Last night as I led a few leaders in a time of sharing about the past year in our lives; a brother talked about how his recent experiences helped him see that there are moments in life when it all boils down to you-and-God. No one else can quite enter your experience, bear the pain or help with understanding. Only One remains present, attending, and able to help.
Yet, it will take us all a while to learn this deep truth that we indeed have a Heavenly Father, a God who offers help, a God who does carry us, a God who will grant wisdom, provide rest and bring healing.
When King Saul's jealousy and possible psychosis got the better of him, he hunted for David like a crazed predator for four years. Naturally, David feared for his life - and fear can make us do many things.
David went to the high priest for help. Later he went to enemy territory to hide. Everywhere David turned, people became implicated and sometimes suffered from the fallout of the conflict between Saul and David.
It looked like the sheer fear for his life was going to layer on with more: grief for what Saul would do to others who are innocent.
In our desperate moments, we will often turn for help - and sometimes, like a drowning man, we cling so tight to anyone or anything that can help; and drown that too.
There is instruction in this.
Equally, the four years David spent running for his life did something for him as all of these things happened. He crafted the Psalms that today reveal what depths a man and his God can get to.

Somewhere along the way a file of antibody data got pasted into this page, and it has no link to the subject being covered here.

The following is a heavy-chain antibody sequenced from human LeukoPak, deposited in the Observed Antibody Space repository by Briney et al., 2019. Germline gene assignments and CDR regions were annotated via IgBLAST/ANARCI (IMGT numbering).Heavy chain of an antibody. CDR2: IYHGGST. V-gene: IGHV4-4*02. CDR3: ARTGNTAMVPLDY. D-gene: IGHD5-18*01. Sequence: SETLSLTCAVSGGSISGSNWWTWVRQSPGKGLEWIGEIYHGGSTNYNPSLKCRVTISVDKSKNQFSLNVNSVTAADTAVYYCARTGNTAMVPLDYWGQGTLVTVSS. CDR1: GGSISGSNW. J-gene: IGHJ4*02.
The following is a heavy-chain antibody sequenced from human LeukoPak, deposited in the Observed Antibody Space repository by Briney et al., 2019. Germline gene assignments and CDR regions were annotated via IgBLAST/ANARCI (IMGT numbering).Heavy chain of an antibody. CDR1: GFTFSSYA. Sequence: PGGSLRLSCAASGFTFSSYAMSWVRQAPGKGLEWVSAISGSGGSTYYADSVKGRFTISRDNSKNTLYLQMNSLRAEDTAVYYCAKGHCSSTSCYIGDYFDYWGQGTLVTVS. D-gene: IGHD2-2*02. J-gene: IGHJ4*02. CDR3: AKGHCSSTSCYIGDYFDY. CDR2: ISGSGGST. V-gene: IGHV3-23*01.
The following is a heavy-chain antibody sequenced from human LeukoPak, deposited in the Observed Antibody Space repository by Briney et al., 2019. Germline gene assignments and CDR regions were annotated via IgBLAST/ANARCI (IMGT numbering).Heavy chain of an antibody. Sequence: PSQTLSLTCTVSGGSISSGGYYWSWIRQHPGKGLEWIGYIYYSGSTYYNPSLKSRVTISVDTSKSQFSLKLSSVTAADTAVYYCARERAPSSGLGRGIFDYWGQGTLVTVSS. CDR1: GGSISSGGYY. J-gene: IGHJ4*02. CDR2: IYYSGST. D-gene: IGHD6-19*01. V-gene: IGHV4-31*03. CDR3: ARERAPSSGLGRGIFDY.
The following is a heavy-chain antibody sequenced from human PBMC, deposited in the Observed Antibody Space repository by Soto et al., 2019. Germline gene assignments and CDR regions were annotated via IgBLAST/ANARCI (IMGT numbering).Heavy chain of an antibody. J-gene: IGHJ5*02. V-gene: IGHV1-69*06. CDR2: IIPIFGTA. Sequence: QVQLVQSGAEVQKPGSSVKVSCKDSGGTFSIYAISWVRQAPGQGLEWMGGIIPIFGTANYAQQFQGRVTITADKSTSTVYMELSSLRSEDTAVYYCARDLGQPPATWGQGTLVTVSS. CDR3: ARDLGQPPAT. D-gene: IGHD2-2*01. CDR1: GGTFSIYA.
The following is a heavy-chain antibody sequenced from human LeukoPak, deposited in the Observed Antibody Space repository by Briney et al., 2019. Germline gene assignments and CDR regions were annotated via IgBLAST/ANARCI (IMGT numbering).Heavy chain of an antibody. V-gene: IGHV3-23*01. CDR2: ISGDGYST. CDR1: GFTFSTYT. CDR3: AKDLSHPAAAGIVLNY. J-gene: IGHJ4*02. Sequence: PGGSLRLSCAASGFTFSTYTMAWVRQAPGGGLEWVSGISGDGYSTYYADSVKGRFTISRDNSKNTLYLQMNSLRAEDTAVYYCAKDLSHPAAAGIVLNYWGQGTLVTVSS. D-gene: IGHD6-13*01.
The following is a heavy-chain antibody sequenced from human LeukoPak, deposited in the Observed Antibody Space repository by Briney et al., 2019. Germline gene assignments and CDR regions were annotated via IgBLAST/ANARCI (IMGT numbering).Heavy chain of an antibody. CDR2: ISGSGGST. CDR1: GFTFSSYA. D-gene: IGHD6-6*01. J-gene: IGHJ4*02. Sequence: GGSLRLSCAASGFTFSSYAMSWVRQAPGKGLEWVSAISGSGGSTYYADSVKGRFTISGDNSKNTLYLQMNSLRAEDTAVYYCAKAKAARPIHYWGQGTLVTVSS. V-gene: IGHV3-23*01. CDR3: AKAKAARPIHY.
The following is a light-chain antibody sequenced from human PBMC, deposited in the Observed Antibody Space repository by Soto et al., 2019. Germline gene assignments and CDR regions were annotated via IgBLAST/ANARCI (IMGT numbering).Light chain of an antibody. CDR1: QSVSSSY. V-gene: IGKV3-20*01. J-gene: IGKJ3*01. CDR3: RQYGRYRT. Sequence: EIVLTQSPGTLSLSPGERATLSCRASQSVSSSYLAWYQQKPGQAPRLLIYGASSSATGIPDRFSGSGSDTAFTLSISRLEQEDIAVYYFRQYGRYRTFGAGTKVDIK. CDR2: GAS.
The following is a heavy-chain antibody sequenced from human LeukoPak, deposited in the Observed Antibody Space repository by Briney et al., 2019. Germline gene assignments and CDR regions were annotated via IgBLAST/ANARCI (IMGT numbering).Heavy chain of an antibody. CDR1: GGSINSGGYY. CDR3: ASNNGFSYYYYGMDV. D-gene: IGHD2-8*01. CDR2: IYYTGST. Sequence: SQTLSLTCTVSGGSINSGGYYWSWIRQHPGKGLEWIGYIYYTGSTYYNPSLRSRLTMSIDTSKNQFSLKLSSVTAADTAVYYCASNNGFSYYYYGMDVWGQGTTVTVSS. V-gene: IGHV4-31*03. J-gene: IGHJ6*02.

In God alone there is rest for my soulnowhere else
no one else
In God is my safetyNot here
no need to flee
In God is my refuge
for God, ever-Present is.
David of course, eventually becomes the King God has anointed him to be. The dream God inked on his heart will come to pass even if it has to nearly die first. The king God saw fit to stand through a nation's history as king par excellence and as a pre-figure for Christ - that king who will build God's kingdom ways in a people, must know his God to the depths a mortal may be granted to. Yes, much of it came through a cauldron of human suffering we all seek to avoid: fear, threat of death, loneliness, emptiness, defeat, humiliation... But perhaps as John the Baptist would put it a thousand years later, "He must increase, I must decrease". More of God, less of me.
|Christ on the Cross with John the Baptist and King David by |
Schaufelein, Hans Leonard c1480-1539
note: These experiences and insights about God are reocrded in Psalm 62 - lyrics and music for a head Levite named Jeduthun* -one of three chief Levites; whom some deduce may be David's music teacher!